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RRA 'at crossroads', admits Brawn

Ross Brawn believes that F1's cost-cutting controls are at 'a crossroads' amid rumour and speculation over flaws in the system.
Mercedes GP boss Ross Brawn has suggested that the means of controlling spending in F1 needs to be more tightly policed, if only to prevent rumours that the agreement is being abused.

Speaking ahead of the Korean Grand Prix, Brawn admitted that the biggest teams in the sport, and therefore those with the most spending power, are beginning to feel the effects of the Resource Restriction Agreement, where the eight smallest teams have always had to operate below the ceiling imposed. With such a gap between the 'haves' and 'have-nots', however, Brawn acknowledges that there will always been suspicions that the rules are being flouted.

"I think it's at a crossroads because it's now starting to bite those three or four teams who have to control their resource to comply," the former eponymous team principal explained, "I think there's seven or eight teams for whom the RRA means nothing because they're always going to be below the limit, [but] now we're at a stage where the targets that were set are starting to bite into the three or four [big teams] and this is where it starts to get contentious.

Both Brawn's Mercedes team and reigning double champion Red Bull have been accused of attempting to find ways around the RRA, but the Briton insists that transparency can only be achieved of the Agreement is policed more firmly.

"We're total supporters of the idea of RRA but, for us, it has to be much more robust in how it's controlled, how it's monitored, how it's policed, because it's a performance differentiator," Brawn continued, "You can't deny that a team spending five million more each year will have an advantage over a team that doesn't do that. [That] leads to the innuendo and accusations that get thrown around.

"It has to be very well controlled, very strongly audited and it has to be done by a reference which is the same for all teams, otherwise we have no guarantee of parity, and I think for us, RRA is at a crossroads. We support it totally, but the teams have to come together to find a solution to make sure that we're all comfortable with the way we go, forward or else we will have a continuation of the problems that we're having at the moment, all the comments, the rumour, the innuendo, the distrust that we have.

"We're working on an agreement that we thought we already had, which doesn't end for several years, and that's the problem that we have at the moment. We don't have complete unity on RRA and we have to have it, because Mercedes are total supporters of the concept of RRA, but it has to be a fair and proper, correctly policed, correctly monitored, correctly audited system which is the same for everybody."

Despite Brawn's comments regarding a longer-term solution, the current RRA is due to expire next season, but has proven to be a solid means of keeping the smaller, and newer, teams alive in the sport, as Marussia Virgin's John Booth acknowledges.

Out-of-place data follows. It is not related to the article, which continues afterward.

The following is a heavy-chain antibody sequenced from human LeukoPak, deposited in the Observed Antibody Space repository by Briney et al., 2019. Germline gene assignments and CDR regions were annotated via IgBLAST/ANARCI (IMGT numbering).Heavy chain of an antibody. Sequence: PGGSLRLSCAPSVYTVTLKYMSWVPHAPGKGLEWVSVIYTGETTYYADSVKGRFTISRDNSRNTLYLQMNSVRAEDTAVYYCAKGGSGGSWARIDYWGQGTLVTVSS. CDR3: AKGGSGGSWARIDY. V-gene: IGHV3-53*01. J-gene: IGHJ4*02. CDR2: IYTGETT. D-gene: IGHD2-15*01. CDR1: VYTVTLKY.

"The RRA is very, very important to us," the former F3 team owner admitted, "Remember, we gave up a lot, together with the other new teams, we gave up a lot in the entry to the sport. We gave up the option B and we gave up the price cap and bought into the RRA wholeheartedly and it's very, very important to us that it continues and we work towards the agreement. I think a spending formula where three or maybe four teams could thrive is not what people want and we must work very hard to avoid that.





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Adrian Quaife-Hobbs and Virgin Racing team principal John Booth
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Caroline - Unregistered

October 15, 2011 3:20 PM

All the top 4 teams break the RRA, Ferrari for example claim nearly 100 engineers actually work on their historic F1 cars ... Sure. Mercedes don't count the people that work on the engines, and all the top teams use 'bogus' external companies to do work, because the RRA allows for more money to be spent on external services rather than internal ones. And FOTA have diluted the RRA anyway ... The external services cap was set at Euro 20 million, but FOTA increased it to Euro 30 million, staff numbers were capped at 280, but FOTA increased this to 315, but all these caps are still broken by the top 4 teams. FOTA should have excepted the Cost Cap idea (which under the name Budget Cap, was first proposed by Ross Brawn himself, and then taken up by Max Mosley) and that excluded the pay to drivers and a top designer, and gave more design and engineering freedoms, but FOTA in their amazing wisdom rejected it, and went for an unaccountable mishmash of regulations that none of the top 4 teams



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